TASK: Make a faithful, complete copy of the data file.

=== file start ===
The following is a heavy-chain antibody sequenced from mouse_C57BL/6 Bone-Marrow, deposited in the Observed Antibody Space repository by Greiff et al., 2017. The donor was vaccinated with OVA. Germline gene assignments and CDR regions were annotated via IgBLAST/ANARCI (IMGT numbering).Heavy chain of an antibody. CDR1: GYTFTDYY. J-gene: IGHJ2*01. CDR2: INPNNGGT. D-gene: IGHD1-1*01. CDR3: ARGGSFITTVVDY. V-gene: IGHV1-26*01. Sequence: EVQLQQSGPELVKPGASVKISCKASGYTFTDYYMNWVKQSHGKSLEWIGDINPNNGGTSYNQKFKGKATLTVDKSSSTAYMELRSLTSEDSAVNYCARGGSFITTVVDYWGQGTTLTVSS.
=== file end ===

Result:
The following is a heavy-chain antibody sequenced from mouse_C57BL/6 Bone-Marrow, deposited in the Observed Antibody Space repository by Greiff et al., 2017. The donor was vaccinated with OVA. Germline gene assignments and CDR regions were annotated via IgBLAST/ANARCI (IMGT numbering).Heavy chain of an antibody. CDR1: GYTFTDYY. J-gene: IGHJ2*01. CDR2: INPNNGGT. D-gene: IGHD1-1*01. CDR3: ARGGSFITTVVDY. V-gene: IGHV1-26*01. Sequence: EVQLQQSGPELVKPGASVKISCKASGYTFTDYYMNWVKQSHGKSLEWIGDINPNNGGTSYNQKFKGKATLTVDKSSSTAYMELRSLTSEDSAVNYCARGGSFITTVVDYWGQGTTLTVSS.